The researchers also investigated complaints according to practice setting, medical school type (foreign or domestic), physician sex, number of years since medical school graduation, institutional affiliation, and ophthalmology subspecialties. Subspecialty categories included general or comprehensive, cornea, refractive surgery, glaucoma, medical and surgical retina (combined), uveitis, oncology and pathology (combined), neuro-ophthalmology, pediatrics, and strabismus and oculoplastic surgery.

Although female ophthalmologists and younger physicians had a higher risk for patient complaints in a univariate analysis, the associations were no longer statistically significant in the multivariate analysis. The higher proportion of complaints for ophthalmologists at academic medical centers, however, did remain significant after adjusting for confounders, including subspecialty. Physicians at academic centers were 59% more likely to receive complaints than those in other settings (adjusted relative risk, 1.59; 95% confidence interval, 1.4 - 1.78; P < .001).

"More research is needed to sort out why there is this association between academic practice and increased risk of complaints," Dr Kohanim told Medscape Medical News. "We performed an analysis to look at whether there is any variation in terms of actual inviting or recording of patient complaints between the two groups, but when we looked at our highest reporting institutions, we did not find any compelling patterns there," she said.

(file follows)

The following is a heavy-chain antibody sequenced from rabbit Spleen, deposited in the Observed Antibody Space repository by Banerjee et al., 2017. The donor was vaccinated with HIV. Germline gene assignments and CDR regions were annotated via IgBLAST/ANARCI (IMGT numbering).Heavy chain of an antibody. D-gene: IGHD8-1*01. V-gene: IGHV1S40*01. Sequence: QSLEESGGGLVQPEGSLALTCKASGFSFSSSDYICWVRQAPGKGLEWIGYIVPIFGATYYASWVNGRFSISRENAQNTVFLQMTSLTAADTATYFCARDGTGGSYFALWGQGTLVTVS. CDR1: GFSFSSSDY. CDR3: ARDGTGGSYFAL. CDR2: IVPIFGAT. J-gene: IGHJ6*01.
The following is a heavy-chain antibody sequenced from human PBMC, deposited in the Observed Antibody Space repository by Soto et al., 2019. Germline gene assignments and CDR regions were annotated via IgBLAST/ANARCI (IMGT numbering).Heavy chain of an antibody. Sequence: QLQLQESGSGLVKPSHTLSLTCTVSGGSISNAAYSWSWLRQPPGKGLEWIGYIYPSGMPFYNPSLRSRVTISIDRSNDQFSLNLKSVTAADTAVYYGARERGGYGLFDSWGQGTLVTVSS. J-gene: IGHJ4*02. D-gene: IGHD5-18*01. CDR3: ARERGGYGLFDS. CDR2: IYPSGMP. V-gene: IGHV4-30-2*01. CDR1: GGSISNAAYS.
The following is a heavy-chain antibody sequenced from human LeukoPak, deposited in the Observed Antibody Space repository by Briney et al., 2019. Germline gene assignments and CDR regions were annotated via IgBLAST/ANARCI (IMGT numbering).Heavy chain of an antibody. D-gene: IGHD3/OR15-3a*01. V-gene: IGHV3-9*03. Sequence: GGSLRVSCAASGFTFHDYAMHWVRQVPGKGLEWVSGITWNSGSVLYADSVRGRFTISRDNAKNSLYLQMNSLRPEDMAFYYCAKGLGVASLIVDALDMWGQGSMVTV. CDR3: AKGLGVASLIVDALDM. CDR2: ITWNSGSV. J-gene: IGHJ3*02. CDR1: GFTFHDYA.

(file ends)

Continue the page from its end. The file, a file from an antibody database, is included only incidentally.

Among the multiple sensitivity analyses the researchers conducted was one on the patient encounter location associated with each complaint, such as the emergency department or hospital inpatient, outpatient, or other setting, as setting might serve as a proxy for patient case complexity. That analysis also did not reveal any patterns, but it also may have been insufficient to do so, suggested David Wilson, MD, director of the Casey Eye Institute at Oregon Health & Science University in Portland.

"I still think the main reason academic centers would have a higher complaint rate is that they have patients with more complex disease, and those patients will, on average, have...worse outcomes," Dr Wilson told Medscape Medical News. "So they're going to have complaints overall about the medical system because they're not having a very positive experience."